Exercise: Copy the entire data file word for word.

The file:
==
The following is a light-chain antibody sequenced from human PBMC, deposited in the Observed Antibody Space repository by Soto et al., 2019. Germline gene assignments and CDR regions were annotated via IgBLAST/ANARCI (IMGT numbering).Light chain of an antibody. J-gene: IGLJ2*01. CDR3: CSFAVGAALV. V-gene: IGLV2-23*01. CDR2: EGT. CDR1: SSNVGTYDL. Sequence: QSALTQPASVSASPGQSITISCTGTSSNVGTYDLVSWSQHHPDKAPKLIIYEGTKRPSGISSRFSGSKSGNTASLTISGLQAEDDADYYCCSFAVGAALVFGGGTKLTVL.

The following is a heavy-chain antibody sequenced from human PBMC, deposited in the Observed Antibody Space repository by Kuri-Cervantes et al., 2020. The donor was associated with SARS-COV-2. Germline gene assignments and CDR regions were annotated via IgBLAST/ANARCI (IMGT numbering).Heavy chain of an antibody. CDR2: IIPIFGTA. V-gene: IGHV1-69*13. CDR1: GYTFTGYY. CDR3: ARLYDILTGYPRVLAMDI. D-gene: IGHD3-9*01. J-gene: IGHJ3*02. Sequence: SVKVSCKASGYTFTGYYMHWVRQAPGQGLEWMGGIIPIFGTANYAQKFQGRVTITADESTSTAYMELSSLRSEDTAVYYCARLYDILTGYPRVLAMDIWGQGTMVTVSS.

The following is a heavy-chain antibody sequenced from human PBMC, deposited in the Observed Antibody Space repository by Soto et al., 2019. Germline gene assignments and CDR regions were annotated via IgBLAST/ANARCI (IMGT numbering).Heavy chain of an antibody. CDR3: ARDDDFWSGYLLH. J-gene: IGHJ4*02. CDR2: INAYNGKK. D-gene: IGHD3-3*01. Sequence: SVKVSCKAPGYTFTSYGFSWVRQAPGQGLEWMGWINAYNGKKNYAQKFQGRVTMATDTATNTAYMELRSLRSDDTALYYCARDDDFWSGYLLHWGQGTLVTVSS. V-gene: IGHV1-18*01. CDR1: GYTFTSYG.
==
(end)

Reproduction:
The following is a light-chain antibody sequenced from human PBMC, deposited in the Observed Antibody Space repository by Soto et al., 2019. Germline gene assignments and CDR regions were annotated via IgBLAST/ANARCI (IMGT numbering).Light chain of an antibody. J-gene: IGLJ2*01. CDR3: CSFAVGAALV. V-gene: IGLV2-23*01. CDR2: EGT. CDR1: SSNVGTYDL. Sequence: QSALTQPASVSASPGQSITISCTGTSSNVGTYDLVSWSQHHPDKAPKLIIYEGTKRPSGISSRFSGSKSGNTASLTISGLQAEDDADYYCCSFAVGAALVFGGGTKLTVL.

The following is a heavy-chain antibody sequenced from human PBMC, deposited in the Observed Antibody Space repository by Kuri-Cervantes et al., 2020. The donor was associated with SARS-COV-2. Germline gene assignments and CDR regions were annotated via IgBLAST/ANARCI (IMGT numbering).Heavy chain of an antibody. CDR2: IIPIFGTA. V-gene: IGHV1-69*13. CDR1: GYTFTGYY. CDR3: ARLYDILTGYPRVLAMDI. D-gene: IGHD3-9*01. J-gene: IGHJ3*02. Sequence: SVKVSCKASGYTFTGYYMHWVRQAPGQGLEWMGGIIPIFGTANYAQKFQGRVTITADESTSTAYMELSSLRSEDTAVYYCARLYDILTGYPRVLAMDIWGQGTMVTVSS.

The following is a heavy-chain antibody sequenced from human PBMC, deposited in the Observed Antibody Space repository by Soto et al., 2019. Germline gene assignments and CDR regions were annotated via IgBLAST/ANARCI (IMGT numbering).Heavy chain of an antibody. CDR3: ARDDDFWSGYLLH. J-gene: IGHJ4*02. CDR2: INAYNGKK. D-gene: IGHD3-3*01. Sequence: SVKVSCKAPGYTFTSYGFSWVRQAPGQGLEWMGWINAYNGKKNYAQKFQGRVTMATDTATNTAYMELRSLRSDDTALYYCARDDDFWSGYLLHWGQGTLVTVSS. V-gene: IGHV1-18*01. CDR1: GYTFTSYG.